The White Ribbon (2009)
This is less a standard movie review and more of a mini-essay on the theme of shame that is central to the film. Strange events happen in a small village in the north of Germany during the years just before World War I, which seem to be ritual punishment. The abused and suppressed children of the villagers seem to be at the heart of this mystery.
- Historic drama
- Production year
- Michael Haneke
- Male actors
General spoiler alert!
» Frederick Marx
by Frederick Marx
Shame – the bane of civilization
If you haven't seen Michael Haneke's THE WHITE RIBBON you should. It's amazing. I've never before seen a film so effectively X-ray an entire culture thoroughly permeated and debased by the toxic effects of shame.
The story concerns a small German village in the year 1913. A number of strange things are happening and no one can pinpoint why or who the culprits are. Children are beaten and abused, someone strings a concealed wire in front of a Doctor's horse, causing him serious injury, a barn is burned. Though the film never makes explicit who committed these crimes the implications for the future are clear: These are the seeds of activities that in 20 years time will create a society run by Nazis.
The internet dictionary tells us that shame is "the painful feeling arising from the consciousness of something dishonorable, improper, ridiculous, etc., done by oneself or another." I tend to think of shame as a personal feeling of inadequacy based on perceptions of wrong-doing. Shame's universally key net product is a negative self-image. "Because of x, I am a bad person." This is what distinguishes it from guilt. Guilt says I have done a bad thing. Shame says I did a bad thing therefore I am a bad person. Not hard to see which is worse.
Shame is the one basic emotion which distinguishes us from other animals. Unlike joy, sadness, fear, and anger which we share with all animals, shame is a unique construction of human beings. If you think about animals, well, they have no shame. Perhaps you can teach them shame, just as it is taught humans, but I think even that's debatable. Who's to say that your dog whimpers and cowers "in shame" after he's been punished for sniffing your girlfriend's crotch? More likely he's just sad and afraid because you're mad at him. We may say to him "bad dog!" but it's doubtful that the poor creature actually thinks "I am a bad dog. I should be ashamed."
Most psychologists distinguish between "toxic shame" and "healthy shame." I reject this notion and find all shaming energies abhorrent. Perhaps those same psychologists would agree with social theorists who argue that shame is a key building block of civilization. That without shame we'd all become debauched nihilists, solely pursuing our own pleasures. That without "healthy shame" we'd lie, cheat, steal, and worse. That without the negative motivation of "I better not do this, someone might find out" we'd abandon our consciences altogether.
I find this view of human nature cynical. I believe it's possible for human beings to be motivated positively, altruistically, not through fear of being shamed but through our deepest natural desire to see ourselves and others happy. I believe our happiness can be found awakening to the fact that we're all interconnected, that everything changes and passes away, that my happiness lies in helping others become happy, and that sympathetic joy – wishing for and doing well by others – may in fact be our deepest birthright. Buddhism insists that these things are so. But more important than Buddhism's insistence is the Buddha's personal invitation to – as my Zen teacher put it – "sit down and shut up," ie., meditate and experience these truths and joys directly for yourself. If you practice meditation on a retreat, for a long enough time with enough diligence, you will simply experience these things as indisputable facts. I personally guarantee it.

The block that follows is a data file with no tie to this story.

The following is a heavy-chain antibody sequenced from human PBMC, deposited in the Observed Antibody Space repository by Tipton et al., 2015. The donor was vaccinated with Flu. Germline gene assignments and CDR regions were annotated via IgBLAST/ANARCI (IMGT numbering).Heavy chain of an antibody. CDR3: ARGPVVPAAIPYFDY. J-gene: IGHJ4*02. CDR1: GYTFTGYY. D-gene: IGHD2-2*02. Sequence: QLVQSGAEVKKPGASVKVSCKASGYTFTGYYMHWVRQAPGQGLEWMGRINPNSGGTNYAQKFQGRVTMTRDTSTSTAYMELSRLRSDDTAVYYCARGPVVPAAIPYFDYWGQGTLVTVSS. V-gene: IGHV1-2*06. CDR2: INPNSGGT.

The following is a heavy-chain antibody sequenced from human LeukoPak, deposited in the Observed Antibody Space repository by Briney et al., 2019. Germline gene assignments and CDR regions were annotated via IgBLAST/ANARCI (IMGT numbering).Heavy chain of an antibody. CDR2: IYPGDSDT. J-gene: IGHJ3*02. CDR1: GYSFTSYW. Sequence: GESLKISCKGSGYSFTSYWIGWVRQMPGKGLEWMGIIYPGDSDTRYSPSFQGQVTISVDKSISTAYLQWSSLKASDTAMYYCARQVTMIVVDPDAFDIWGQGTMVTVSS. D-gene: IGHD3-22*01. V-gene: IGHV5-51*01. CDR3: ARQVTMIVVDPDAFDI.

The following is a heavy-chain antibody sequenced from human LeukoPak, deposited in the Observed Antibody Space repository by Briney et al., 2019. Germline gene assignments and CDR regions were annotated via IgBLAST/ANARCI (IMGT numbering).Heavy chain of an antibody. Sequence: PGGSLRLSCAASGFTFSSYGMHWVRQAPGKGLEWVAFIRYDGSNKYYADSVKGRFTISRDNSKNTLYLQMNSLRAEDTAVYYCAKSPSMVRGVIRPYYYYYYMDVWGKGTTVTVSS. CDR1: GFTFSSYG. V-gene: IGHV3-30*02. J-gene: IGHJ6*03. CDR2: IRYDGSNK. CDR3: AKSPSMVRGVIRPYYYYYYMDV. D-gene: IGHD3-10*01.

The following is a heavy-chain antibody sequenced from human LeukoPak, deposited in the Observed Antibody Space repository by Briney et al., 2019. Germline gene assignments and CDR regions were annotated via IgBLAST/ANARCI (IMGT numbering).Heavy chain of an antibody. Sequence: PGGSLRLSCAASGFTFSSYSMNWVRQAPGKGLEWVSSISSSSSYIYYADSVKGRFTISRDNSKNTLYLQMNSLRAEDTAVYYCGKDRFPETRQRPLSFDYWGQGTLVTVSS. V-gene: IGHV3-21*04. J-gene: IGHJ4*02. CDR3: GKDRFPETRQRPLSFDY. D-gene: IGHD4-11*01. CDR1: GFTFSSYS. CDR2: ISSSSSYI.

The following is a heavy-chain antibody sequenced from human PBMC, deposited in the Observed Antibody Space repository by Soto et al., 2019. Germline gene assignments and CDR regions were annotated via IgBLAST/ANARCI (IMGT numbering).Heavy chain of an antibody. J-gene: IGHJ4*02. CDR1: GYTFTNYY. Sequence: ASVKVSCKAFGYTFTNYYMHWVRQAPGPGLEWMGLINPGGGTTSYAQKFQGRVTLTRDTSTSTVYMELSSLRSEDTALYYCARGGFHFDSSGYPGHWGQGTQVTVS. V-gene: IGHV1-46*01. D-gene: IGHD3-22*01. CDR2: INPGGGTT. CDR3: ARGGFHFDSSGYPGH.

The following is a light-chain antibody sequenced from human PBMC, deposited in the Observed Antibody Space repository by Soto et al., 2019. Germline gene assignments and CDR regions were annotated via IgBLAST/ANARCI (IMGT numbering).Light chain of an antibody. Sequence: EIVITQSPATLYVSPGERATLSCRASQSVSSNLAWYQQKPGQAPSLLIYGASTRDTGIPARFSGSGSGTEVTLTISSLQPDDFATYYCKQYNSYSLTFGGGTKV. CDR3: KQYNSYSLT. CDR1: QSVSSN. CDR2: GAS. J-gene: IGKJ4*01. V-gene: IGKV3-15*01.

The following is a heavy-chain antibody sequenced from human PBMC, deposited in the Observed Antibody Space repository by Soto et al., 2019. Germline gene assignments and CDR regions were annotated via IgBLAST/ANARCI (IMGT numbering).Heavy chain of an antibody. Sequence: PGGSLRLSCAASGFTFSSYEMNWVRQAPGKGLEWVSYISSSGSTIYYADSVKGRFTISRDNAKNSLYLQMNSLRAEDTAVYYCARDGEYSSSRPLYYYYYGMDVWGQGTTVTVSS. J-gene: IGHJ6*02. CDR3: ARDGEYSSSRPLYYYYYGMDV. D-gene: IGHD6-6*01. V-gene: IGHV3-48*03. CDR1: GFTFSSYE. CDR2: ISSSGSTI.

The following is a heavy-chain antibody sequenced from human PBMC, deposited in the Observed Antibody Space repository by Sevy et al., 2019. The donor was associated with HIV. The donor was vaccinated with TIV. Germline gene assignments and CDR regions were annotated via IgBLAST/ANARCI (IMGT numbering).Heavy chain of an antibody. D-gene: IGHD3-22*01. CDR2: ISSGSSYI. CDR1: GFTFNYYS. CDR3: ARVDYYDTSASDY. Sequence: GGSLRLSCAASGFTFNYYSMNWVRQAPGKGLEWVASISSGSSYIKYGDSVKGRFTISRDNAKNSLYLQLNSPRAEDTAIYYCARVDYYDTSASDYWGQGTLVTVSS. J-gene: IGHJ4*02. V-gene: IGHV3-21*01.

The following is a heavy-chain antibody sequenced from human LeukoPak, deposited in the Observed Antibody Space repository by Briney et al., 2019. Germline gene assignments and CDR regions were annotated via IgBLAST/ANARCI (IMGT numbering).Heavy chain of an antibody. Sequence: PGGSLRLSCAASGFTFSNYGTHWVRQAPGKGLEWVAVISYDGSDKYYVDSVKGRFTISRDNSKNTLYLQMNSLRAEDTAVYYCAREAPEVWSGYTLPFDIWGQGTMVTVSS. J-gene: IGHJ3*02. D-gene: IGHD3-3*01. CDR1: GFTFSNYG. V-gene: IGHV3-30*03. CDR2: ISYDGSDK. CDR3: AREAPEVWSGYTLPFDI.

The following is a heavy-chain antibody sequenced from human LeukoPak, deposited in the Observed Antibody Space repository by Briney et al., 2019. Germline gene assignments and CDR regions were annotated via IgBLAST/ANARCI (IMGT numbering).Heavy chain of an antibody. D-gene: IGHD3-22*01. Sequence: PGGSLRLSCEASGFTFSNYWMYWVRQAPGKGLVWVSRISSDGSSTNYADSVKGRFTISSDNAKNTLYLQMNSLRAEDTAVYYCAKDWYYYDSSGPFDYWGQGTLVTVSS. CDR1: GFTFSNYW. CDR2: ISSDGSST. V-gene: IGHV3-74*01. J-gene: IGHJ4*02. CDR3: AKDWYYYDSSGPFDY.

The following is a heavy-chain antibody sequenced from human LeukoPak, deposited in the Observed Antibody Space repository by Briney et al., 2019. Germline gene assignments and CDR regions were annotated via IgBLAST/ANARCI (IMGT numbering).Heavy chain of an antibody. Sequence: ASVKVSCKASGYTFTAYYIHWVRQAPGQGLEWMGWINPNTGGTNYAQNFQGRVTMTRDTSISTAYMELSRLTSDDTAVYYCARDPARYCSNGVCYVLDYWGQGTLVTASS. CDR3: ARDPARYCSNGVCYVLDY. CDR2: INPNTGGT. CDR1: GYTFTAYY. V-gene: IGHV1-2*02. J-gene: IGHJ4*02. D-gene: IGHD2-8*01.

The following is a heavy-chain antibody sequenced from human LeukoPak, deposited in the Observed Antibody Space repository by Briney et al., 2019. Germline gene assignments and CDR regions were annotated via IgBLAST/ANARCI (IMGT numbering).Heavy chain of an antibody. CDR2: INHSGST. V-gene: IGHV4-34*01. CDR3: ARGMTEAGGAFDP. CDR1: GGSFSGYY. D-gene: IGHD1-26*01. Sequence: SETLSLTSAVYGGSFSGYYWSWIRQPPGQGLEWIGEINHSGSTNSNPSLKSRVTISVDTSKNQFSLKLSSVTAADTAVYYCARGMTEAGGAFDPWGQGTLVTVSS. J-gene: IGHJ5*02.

I would argue that shame is the greatest force of disequilibrium in any society. That it actually fosters contempt for self and others so toxic that it ultimately contributes to all forms of conflict and violence, including war. Michael Haneke might well agree.
To understand how social rituals of debasement and humiliation work, there's no better filmic study than THE WHITE RIBBON. People humiliating and shaming one another is the villagers' primary means of interaction. Husbands humiliate wives and mistresses, the aristocracy humiliates the professional class and the peasantry, and most relentlessly, almost all adults, regardless of gender or class, humiliate the children. The worst offenders by far are the men, the fathers, who humiliate their sons and daughters with clinical precision and thoroughness. The composite portrait on offer is a society soaked to its deepest core, through every social relationship, every human interaction, with fear and loathing resulting from shame. It is the fundamental wellspring of social control determining almost every single character's decisive behaviors.
Some critics have written about the film as if it's an open-ended thriller. It's true that the film itself keeps asking "who did it?" and never provides a definitive answer. But it's nonsense to say the film leaves a complete cipher as its outcome. Though it never announces who the culprits are, the film makes very clear exactly who it implicates in the crimes. On finishing, my wife and I felt with absolute certainty that we understood who was responsible.
The DNA encoding of shame insists on its never coming forward, never being outed, much less outing itself. Shame thrives on darkness and staying hidden. It cannot continue to exist with its same quotient of toxic potency once it is made public. Exposed to the light of day shame loses its hold. Its power cannot stand. Lies and subterfuge diminish and begin to fall away. When shame is not absorbed and internalized by its intended victims it cannot be maintained as a form of social control.